Your parents and grandparents undoubtedly once thought that if they had a million bucks they would be on top of the world, at least financially. Millionaire status still comes with nice bragging rights.
But because of inflation, being a millionaire isn't even close to what it used to be. If you had $1 million half a century ago, in 1966, you'd have had the equivalent of about $7.4 million in today's buying power. But today's $1 million is worth only about $134,400 in 1966 goods and services.
If you are a millennial investor — or just think like one — you are likely to have some very different attitudes about investing than previous generations. We conducted a survey and this one stands out for me: 67% of millennials say they want investments to reflect their social and environmental values. (For women, it’s 76%.) Putting your money where your beliefs are is a great idea.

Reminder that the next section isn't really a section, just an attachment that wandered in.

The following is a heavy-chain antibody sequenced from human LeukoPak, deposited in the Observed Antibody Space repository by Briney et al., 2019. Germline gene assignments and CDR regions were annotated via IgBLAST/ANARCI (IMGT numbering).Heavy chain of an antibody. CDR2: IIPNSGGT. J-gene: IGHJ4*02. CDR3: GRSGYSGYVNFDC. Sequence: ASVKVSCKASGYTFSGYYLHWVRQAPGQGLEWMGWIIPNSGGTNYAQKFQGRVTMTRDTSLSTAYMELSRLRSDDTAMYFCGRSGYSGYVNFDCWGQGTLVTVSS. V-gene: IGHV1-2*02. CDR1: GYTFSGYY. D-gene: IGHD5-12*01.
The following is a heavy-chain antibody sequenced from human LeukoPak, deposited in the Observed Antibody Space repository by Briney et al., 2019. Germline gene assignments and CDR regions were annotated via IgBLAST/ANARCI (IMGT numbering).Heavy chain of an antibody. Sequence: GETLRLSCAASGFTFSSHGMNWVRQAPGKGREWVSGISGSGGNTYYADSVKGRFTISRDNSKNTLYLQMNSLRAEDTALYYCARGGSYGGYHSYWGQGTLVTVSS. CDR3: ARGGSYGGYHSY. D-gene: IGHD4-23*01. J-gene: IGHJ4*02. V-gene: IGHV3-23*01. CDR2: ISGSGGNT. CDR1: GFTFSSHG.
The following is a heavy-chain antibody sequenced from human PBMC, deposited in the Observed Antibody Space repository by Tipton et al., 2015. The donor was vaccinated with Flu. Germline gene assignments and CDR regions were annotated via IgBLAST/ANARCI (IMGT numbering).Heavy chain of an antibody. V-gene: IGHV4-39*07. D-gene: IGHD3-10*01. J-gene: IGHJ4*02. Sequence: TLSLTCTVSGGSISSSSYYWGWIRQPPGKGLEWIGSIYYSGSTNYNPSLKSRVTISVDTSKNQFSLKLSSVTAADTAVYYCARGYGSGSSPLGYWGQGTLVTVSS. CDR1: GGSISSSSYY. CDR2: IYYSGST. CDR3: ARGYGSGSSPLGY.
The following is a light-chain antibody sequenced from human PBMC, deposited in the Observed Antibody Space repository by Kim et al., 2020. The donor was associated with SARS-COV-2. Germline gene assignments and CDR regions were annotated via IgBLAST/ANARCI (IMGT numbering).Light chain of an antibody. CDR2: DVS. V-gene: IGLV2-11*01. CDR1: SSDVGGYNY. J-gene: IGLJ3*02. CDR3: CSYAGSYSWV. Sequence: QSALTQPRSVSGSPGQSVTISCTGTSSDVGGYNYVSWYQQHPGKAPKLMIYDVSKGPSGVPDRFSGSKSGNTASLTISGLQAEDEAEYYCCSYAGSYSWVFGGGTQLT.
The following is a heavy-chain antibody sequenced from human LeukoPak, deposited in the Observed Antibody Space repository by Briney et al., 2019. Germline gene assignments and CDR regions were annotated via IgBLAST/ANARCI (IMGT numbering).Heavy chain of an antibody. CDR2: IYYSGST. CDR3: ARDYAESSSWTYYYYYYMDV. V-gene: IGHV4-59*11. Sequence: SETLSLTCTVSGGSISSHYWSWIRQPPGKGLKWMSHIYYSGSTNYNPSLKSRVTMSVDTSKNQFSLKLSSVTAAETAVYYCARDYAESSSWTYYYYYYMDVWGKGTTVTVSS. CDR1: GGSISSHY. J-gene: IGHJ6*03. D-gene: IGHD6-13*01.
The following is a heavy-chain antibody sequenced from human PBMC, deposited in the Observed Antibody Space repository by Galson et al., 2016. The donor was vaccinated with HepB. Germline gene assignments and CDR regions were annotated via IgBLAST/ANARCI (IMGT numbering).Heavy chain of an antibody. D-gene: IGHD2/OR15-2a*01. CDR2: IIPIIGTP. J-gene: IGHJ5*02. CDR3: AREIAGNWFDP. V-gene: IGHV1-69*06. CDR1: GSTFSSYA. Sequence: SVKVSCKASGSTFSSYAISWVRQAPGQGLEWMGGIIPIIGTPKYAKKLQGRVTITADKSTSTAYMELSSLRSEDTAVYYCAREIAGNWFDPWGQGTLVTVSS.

What’s not a great idea is ignoring your retirement, and that is, unfortunately, a common millennial attitude as well. It’s hard to focus on retirement when you are starting out. According to our survey, only 36% of millennials monitor their retirement savings and only 38% increase savings when they can.